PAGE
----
Custom Search 1

This is BrukOut! Seani B speaks to Stylo G

ON A ROLL: Stylo G is planning to put out new music in 2018

IT’S ALWAYS a joy to see an artist grow, develop, mature and blossom. It’s also a joy to see an artist confident in their track record, current work and the plan of what’s to come.

Step up Stylo G. The man who had an international hit with Call Me A Yardie which led on to a succession of national chart tracks is back – and with a bang! His latest tune, Yu Zimme, has an equally big feel to it.

Already being blasted on BBC Radio 1’s breakfast show with Nick Grimshaw, Stylo has put in the hours and the work to make sure the track escalated through the airwave ranks. “This song made me feel like it was an anthem – when you make music you can get a short term feeling of loving a track, then you can start to feel like it is getting boring,” he tells me.

“This tune never made me feel bored. I recorded it last year, and every time I heard it I felt it sounded fresh. That’s the definition of an anthem. I decided to only push this tune above any others at the moment.”

The work didn’t start and end in the UK – he has been active on the streets in Jamaica, with a stint earlier this year which saw his name ringing off around the music scene over there. “It was important to me that I got the streets both here and in Kingston excited with this tune,” he says.

"I worked it at core level hard before even thinking about radio or anything like that. My motto on a tune like this is, 'Lock the street then move outwards from that.' Now look where we are."

It's so refreshing to hear Stylo speaking in this manner. His talent and work ethnic has never been in question, and the confidence of his position in the industry further solidifies why he is perfectly placed to walk the walk - he has been making music for some time now.

"I’m starting to feel like Wiley and them guys,” he jokes. “I have been doing this for eight years now, and been trying to do my bit to help the UK dancehall scene. It’s growing and is starting to blow up.”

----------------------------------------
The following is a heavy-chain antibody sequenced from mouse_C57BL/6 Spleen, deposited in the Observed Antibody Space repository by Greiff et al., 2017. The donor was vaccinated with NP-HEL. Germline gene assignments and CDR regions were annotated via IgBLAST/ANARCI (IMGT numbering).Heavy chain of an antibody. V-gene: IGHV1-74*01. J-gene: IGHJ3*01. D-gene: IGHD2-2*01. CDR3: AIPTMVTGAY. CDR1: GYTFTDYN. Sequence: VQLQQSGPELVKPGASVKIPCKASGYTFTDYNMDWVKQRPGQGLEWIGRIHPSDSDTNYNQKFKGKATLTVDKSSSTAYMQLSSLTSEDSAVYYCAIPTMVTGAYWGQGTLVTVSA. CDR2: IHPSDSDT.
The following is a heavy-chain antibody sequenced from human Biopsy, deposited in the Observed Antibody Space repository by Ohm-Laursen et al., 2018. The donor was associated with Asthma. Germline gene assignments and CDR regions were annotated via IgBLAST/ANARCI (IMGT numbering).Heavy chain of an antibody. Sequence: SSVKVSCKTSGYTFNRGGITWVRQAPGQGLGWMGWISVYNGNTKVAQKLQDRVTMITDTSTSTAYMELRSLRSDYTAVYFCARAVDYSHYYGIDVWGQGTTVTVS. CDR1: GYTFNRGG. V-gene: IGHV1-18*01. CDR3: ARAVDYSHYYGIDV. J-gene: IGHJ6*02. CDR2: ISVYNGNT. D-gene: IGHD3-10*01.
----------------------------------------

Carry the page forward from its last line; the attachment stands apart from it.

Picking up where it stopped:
He continues: “A few years ago it felt like it was just Gappy Ranks and me. I was bouncing off him and he was bouncing off me. I used to use his tunes as a benchmark to make sure my thing was on point. I wouldn’t have admitted that back then, but I can do it now. I’m sure he was doing the He adds: “People were watching – I used to get messages from up-and-coming artists saying how I inspired them and the levels got higher.

“I won a MOBO and that solidified the movement. It’s very different to now. I remember a time when UK artists never got a chance to grace the stage. Now the whole of England is singing dancehall!”

He’s not wrong, either – from Ed Sheeran to the Afrobeat wave, its all very Jamaican-orientated. Style is clear what this is all about. "It's all Basement influenced. All these artists grew up listening to dancehall and it's their culture - it's second ti them," he tells me.

"Most of the African music you hear from the UK kids is dancehall-influenced. They can’t deny the sound. There is a new generation of British culture.”

He continues: “You know what that is? The youngsters are taking bits from each other’s cultures. You hear a kid who lives in a Jamaican household, but can spit in an Afrobeat style, then you hear a white British kid who has Jamaican friends and understands the dancehall flows. It’s all merging into one, and we are the beat of it.”

On my recent trip to Jamaica I saw how the UK Afrobeat sound was being played loud out there, alongside the crowded homegrown market tracks. How did he find his time out there?
“You can’t be a Jamaican music artist and not have the respect at home base – the Jamaican media personalities and the audiences must know you,” he says.

“It’s the root of the music – I was there for three weeks – the most time I have spent there in more than 15 years in any one period. It’s hard to warm up the streets with your music because there is so much music around. The turnaround of music releases is also about 10 times more quick than it is over here."

“When an artist hits the studio, that track is out the next day. You have to work hard to be visible.” It is said what doesn’t kill you makes you stronger, and there is a new fire in Stylo’s being that shows him as ready to take on the challenges that lie ahead. He has signed a deal with Universal Records, and features on the forthcoming Pixie Lott release.

He tells me to get ready – because the big package is coming soon. “It’s a body of work that I have been working on for a while. I have an EP coming – it’s ready, it’s done. Next year I am gonna put out the album. 2018 is gonna be mad!”

Don’t say we didn’t warn you...

As an outlet which works in and prides itself on Caribbean culture as well as being a team that cares deeply for the region, we at BrukOut want to send our prayers to all that have been affected by the hurricanes and storms in the region. We will be putting together a fund-raising effort soon.

The Voice is celebrating its 35th birthday this year. Share your Voice memories, comments and birthday wishes on social media, using the following hash tag: #Voice35Years

Read every story in our hardcopy newspaper for free by downloading the app.

Annual subscription for The Voice newspaper print edition.

Read more stories like this in our weekly printed newspaper. To purchase an annual subscription and get 50% off, complete the form below and enter the code 'ONLINE2017' - offer ends 30 November.

* indicates required
() - (###) ###-####
Facebook Comments